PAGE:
OK, there’s a plethora of monuments in London which depict animals including well-known Animals in War Memorial in Park Lane. But in this series we thought we’d take a look at some of the less well-known monuments or those that are a little off the beaten track.
First up, it’s Dick Whittington’s cat – sometimes portrayed as male cat called Tommy – who can be seen sitting atop what’s called The Whittington Stone at the foot of Highgate Hill in London’s north.
The Grade II-listed monument, the base of which dates from 1821 and was restored in 1935, is said to mark the spot where Whittington, who was said to be about to give up on life in the city after failing to make his fortune and, with his cat in tow, was making his way home to Gloucestershire, heard the famous Bow Bells of London ring out and apparently say to him “Turn Again Whittington! Thrice Lord Mayor of London!”.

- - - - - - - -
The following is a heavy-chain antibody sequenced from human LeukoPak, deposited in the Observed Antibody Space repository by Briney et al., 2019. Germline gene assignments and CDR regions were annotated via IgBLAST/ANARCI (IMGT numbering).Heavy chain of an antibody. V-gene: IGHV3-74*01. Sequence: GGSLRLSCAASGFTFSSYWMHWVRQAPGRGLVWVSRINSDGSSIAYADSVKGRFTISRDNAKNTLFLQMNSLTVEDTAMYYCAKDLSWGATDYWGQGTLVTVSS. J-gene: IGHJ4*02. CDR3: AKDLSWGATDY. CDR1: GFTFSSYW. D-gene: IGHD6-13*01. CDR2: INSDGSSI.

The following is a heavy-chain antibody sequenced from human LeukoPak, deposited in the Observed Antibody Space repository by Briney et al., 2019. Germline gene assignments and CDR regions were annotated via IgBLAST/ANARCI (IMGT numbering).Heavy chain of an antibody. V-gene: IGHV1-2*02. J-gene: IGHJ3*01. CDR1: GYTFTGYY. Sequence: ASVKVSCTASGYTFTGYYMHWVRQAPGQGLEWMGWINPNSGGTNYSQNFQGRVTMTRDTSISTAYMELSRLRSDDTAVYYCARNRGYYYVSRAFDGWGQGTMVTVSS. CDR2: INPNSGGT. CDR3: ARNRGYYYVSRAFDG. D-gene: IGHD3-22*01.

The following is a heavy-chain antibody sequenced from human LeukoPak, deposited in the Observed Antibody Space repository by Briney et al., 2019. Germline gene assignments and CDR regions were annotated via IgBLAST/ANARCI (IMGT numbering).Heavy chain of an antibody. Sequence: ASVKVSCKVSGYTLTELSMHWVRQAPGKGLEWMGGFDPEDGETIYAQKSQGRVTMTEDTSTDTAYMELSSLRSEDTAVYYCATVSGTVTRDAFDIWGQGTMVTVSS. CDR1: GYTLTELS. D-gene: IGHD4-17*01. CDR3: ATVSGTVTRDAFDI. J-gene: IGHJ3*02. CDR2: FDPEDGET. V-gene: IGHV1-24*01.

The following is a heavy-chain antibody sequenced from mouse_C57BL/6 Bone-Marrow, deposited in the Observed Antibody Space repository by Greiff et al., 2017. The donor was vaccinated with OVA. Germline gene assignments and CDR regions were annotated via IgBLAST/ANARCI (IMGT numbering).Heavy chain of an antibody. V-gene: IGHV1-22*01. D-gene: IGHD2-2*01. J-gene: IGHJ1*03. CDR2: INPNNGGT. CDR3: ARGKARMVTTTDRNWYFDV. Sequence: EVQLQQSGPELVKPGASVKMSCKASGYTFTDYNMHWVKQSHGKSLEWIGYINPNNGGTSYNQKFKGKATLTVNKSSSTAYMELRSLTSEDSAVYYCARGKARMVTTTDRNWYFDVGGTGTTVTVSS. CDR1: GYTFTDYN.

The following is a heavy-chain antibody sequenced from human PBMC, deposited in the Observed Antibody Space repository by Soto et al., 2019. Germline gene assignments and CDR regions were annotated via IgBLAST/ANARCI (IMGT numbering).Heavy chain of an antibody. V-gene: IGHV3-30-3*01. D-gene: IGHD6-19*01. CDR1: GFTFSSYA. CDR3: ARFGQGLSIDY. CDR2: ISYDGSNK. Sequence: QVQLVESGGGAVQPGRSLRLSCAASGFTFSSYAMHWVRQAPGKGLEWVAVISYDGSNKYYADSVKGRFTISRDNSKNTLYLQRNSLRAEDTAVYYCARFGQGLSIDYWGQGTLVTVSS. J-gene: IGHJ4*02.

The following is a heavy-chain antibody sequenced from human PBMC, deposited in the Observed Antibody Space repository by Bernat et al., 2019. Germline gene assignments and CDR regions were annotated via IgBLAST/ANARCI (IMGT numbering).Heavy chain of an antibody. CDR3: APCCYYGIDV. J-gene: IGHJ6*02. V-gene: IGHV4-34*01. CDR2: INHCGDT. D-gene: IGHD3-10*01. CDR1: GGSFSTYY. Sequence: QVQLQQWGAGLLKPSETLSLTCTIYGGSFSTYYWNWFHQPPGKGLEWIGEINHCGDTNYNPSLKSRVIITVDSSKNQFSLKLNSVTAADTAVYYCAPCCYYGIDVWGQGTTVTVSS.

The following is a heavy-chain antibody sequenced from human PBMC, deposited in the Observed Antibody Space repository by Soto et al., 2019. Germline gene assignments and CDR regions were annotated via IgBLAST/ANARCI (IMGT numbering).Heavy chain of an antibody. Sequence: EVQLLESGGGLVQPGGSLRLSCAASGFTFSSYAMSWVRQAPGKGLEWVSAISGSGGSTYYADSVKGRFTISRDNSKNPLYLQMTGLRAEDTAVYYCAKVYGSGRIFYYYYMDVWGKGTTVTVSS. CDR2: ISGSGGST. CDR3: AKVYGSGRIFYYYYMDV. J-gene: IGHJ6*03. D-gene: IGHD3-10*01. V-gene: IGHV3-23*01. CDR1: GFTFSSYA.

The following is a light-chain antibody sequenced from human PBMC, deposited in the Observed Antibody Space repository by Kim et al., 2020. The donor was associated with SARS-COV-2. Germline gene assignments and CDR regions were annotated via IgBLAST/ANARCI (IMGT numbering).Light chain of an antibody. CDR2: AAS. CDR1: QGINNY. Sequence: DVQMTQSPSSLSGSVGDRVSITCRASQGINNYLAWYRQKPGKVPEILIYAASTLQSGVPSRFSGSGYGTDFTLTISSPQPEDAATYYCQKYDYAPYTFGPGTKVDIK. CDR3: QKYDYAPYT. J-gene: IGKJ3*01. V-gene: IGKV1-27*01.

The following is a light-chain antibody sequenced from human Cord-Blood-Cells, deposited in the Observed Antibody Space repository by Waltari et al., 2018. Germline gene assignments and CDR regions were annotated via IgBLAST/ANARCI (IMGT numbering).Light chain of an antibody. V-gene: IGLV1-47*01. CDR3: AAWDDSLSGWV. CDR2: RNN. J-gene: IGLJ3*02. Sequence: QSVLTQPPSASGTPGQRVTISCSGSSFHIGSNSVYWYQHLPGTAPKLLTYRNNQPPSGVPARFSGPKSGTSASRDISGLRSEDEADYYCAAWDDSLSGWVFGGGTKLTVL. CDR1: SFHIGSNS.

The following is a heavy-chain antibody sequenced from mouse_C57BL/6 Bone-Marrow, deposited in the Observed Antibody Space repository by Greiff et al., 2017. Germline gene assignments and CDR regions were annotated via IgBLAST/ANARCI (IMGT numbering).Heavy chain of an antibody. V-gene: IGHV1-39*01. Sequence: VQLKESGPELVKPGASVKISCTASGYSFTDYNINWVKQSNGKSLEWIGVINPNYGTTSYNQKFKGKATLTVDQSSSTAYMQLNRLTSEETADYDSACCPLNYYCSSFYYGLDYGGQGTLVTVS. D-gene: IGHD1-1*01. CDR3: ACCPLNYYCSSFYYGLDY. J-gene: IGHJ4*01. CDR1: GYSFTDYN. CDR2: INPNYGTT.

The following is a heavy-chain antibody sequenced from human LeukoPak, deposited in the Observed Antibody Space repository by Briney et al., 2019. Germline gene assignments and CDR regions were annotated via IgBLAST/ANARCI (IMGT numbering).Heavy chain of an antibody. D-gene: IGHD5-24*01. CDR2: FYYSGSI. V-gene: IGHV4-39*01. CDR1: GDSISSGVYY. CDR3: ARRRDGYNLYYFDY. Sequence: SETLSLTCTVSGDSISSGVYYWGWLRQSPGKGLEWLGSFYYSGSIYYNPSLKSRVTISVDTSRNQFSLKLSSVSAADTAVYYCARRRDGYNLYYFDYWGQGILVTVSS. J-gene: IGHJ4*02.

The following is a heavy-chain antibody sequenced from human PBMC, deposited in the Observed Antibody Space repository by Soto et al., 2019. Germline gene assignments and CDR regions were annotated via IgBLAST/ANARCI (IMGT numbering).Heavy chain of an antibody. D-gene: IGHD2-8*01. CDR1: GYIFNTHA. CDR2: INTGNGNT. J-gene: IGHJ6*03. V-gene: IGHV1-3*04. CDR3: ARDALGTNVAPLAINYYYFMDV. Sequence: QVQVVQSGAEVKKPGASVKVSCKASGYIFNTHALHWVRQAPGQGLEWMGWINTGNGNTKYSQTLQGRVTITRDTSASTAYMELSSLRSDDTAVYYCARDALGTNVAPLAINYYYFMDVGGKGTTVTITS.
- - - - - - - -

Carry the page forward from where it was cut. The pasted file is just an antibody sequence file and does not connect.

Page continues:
Which he did and which become true, apparently thanks to his cat whom he sold for a fortune in gold to someone from a rat-infested land, usually referred to as the Kingdom of Barbary.
Of course, Sir Richard Whittington, while known by many through Christmas pantomimes, was a real person who lived in the 14th and 15th centuries (and was indeed Mayor of London three times) but whether he actually had a cat remains a matter of conjecture.
The sculpture of the cat, made of polished black Kellymount limestone, is the work of Jonathan Kenworthy, and was only added to the top of the stone in 1964.
There is apparently a belief that if the Whittington Stone is ever removed or any harm befall it, it is an omen of disaster.
WHERE: Highgate Hill, near the intersection with Magdala Avenue (nearest Tube station is Archway); WHEN: Anytime; COST: Free; WEBSITE: No.